Sunday, March 8, 2015

Is the government targeting FTIL under Sections 397, 398 read with Section 388 (B), 388 (C), 401, 402, 403, 406 and 408 of the Companies Act, 1956, to negate the company’s challenge to Section 396?

And so the FTIL saga continues. In the latest edition, another salvo was fired by the government against FTIL. In the most recent attempt to annihilate FTIL’s existence as an independent business enterprise, the Ministry of Corporate Affairs (MCA) in a petition to Company Law Board (CLB) had sought to supersede Financial Technologies (India) Ltd. (FTIL)’s current board under Sections 397, 398 read with Section 388 (B) and 388 (C) 401, 402, 403, 406 and 408.
No doubt the government has immense power to rein in errant and unlawful actions of companies. FTIL, an independent company, cannot and should not be punished when all the matters are sub-judice.
In any case, from all angles, the decision of MCA to file an instant company petition on March 3 with CLB is nothing short of browbeating the company into submission. More so as it comes just three days before the time given to FTIL to file its objections to the draft amalgamation of NSEL with FTIL on grounds of “public interest” in which 63,000 shareholders and other stakeholders’ interests were not considered at all.  
The matter also has legal ramification for all companies incorporated and conducting business in the country. The central government is attempting to render FTIL’s challenge to Section 396 nugatory by attempting to remove the existing Board of FTIL.
Was MCA’s petition an attempt to stop FTIL from filing its objections to the draft merger order as granted by the Hon’ble Bombay High Court on February 4? 
The main arguments used by MCA in its petition to CLB are wrong and should not be used to overturn the legally elected Board of Directors of FTIL.
The MCA says FTIL’s current Board opposes the amalgamation of National Spot Exchange (NSEL) with FTIL.
The reality:
For the current Board, its fiduciary responsibility toward the 63,000 shareholders and other stakeholders of the company, including employees, is of paramount importance. In any civilized country governed by the covenants of business law, this is the practice.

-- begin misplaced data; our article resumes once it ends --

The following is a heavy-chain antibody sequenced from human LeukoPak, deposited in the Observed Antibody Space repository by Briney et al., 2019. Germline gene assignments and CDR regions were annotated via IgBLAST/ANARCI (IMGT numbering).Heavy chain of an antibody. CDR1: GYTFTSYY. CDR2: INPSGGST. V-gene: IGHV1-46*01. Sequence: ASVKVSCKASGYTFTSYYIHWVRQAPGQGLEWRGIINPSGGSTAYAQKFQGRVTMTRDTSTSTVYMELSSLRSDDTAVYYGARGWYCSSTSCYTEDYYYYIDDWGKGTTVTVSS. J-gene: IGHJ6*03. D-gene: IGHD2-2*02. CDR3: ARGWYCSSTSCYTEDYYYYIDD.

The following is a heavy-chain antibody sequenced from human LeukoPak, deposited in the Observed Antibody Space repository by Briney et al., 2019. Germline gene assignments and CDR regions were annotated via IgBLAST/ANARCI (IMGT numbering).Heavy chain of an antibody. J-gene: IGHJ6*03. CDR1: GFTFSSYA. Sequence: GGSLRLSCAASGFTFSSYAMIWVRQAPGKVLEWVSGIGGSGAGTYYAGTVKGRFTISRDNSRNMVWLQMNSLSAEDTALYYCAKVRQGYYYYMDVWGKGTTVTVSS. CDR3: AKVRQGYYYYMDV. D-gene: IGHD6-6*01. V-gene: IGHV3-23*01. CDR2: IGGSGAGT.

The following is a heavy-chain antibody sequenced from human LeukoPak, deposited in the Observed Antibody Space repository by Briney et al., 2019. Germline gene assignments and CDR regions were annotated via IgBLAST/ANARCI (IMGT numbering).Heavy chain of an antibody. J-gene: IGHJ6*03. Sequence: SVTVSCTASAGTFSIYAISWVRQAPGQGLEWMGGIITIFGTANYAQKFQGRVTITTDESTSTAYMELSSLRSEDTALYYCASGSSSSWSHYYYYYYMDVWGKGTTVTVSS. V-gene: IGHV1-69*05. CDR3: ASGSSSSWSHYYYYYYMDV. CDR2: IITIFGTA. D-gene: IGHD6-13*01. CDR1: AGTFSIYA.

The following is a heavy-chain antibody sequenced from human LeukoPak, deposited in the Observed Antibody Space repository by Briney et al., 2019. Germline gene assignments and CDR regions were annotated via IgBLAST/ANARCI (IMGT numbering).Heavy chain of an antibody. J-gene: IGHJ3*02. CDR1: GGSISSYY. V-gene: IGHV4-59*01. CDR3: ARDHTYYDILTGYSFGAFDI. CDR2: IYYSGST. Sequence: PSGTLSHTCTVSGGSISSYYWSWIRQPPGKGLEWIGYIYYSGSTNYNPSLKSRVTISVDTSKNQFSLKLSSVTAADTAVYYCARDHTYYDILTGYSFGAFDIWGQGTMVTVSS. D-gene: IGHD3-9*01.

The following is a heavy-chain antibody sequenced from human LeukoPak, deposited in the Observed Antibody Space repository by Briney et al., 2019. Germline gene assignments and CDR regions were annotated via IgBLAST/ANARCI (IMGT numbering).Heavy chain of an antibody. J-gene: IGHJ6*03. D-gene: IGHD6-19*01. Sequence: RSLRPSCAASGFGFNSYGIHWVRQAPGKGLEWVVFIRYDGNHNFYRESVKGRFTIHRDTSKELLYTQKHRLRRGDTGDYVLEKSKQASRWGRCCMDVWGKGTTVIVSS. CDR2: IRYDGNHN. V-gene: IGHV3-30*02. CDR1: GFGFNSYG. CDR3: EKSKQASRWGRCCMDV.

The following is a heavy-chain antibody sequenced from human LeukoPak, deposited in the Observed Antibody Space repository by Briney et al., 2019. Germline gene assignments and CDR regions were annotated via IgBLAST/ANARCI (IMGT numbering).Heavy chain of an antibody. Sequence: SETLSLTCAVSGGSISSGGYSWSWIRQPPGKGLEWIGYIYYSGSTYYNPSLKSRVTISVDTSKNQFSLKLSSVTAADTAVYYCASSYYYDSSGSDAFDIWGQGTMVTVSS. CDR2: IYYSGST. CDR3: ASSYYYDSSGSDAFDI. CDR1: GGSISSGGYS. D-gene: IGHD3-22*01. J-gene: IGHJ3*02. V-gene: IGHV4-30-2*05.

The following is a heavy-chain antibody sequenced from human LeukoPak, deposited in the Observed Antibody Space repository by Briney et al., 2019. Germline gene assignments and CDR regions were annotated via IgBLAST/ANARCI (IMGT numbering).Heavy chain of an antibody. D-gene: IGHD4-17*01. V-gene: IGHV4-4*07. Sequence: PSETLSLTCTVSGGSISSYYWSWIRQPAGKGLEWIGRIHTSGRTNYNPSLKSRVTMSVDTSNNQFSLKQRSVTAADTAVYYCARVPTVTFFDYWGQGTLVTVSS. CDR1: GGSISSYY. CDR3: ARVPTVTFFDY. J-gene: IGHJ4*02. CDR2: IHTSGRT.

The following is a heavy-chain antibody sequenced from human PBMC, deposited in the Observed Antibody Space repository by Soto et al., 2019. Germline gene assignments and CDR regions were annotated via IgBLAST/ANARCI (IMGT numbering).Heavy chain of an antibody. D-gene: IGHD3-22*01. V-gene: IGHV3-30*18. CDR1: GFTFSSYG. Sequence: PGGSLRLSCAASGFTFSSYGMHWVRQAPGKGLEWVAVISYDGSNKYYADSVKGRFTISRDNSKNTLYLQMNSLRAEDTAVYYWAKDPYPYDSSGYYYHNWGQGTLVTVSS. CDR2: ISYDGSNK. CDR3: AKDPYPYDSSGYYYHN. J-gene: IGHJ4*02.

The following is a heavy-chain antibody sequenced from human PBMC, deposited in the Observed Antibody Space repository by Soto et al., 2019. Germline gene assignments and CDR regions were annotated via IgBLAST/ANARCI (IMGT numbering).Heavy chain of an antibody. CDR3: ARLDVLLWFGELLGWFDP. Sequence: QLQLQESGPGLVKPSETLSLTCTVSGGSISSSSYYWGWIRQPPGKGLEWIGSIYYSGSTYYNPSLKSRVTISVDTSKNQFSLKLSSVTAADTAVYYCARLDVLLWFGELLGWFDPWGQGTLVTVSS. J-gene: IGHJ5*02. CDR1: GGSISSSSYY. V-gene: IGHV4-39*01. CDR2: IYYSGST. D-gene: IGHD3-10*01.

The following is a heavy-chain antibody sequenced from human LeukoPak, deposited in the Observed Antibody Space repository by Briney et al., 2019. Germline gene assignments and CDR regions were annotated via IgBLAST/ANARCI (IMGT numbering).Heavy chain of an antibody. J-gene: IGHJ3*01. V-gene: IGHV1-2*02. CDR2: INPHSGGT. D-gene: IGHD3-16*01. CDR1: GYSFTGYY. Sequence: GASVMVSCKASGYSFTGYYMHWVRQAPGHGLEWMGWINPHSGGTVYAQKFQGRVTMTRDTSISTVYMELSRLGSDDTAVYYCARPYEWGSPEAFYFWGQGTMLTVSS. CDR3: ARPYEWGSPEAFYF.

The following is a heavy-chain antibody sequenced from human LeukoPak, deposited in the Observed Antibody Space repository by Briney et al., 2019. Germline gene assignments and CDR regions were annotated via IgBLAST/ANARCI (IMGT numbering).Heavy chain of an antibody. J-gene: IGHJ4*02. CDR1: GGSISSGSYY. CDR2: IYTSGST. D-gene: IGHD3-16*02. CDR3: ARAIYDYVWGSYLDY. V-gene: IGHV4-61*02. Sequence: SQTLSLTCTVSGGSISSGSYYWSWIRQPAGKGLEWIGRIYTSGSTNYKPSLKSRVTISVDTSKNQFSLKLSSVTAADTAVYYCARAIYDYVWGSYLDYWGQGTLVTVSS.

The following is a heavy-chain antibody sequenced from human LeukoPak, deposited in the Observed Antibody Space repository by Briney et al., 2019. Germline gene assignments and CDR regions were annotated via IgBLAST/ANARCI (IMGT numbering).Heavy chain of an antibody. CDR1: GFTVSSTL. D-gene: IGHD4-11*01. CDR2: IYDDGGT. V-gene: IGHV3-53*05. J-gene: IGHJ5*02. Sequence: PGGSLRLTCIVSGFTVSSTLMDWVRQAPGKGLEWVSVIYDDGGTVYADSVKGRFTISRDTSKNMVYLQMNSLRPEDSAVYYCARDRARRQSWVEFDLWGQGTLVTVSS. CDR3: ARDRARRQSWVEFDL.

Also, the use of “essential public interest” as a ground by MCA to propose the amalgamation of NSEL with FTIL is sub-judice.

The MCA further says that the current Board of Directors facilitated the sale of MCX at a loss of Rs. 290 crore and should be overthrown.
The reality:  
.As for sale of FTIL’s stake in MCX, the divestment was conducted in an independent and transparent manner. J M Finance was appointed as the financial advisor for the stake sale in March 2014. Interested companies were invited to bid. Among the reputed companies that showed interest in the stake sale were Reliance Capital, Chicago Mercantile Exchange (CME), Tata Capital, Kotak, Warburg Pincus and London Metal Exchange.
There were numerous letters from MCX insisting that FTIL divest its shares in a short time. Those letters stated that the regulator, i.e., Forward Markets Commission (FMC) would not permit launch of any new contracts by MCX unless there is compliance with the divestment.
It was FMC, through its various directives, including the not “fit and proper” person to continue to hold 2% or more paid-up capital in MCX order that forced FTIL to exit MCX and the same was confirmed by MCA in its Petition.
The interests of the shareholders and other stakeholders of FTIL were of paramount importance for the Board of Directors, which acted in a transparent manner to derive the appropriate value for the divestment in the relevant market and regulatory conditions.  

It is unlawful and wrong of MCA to supersede the Board of Directors of FTIL. It is also unprecedented in the history of corporate India and will set a wrong example for future business entrepreneurs and lawmakers

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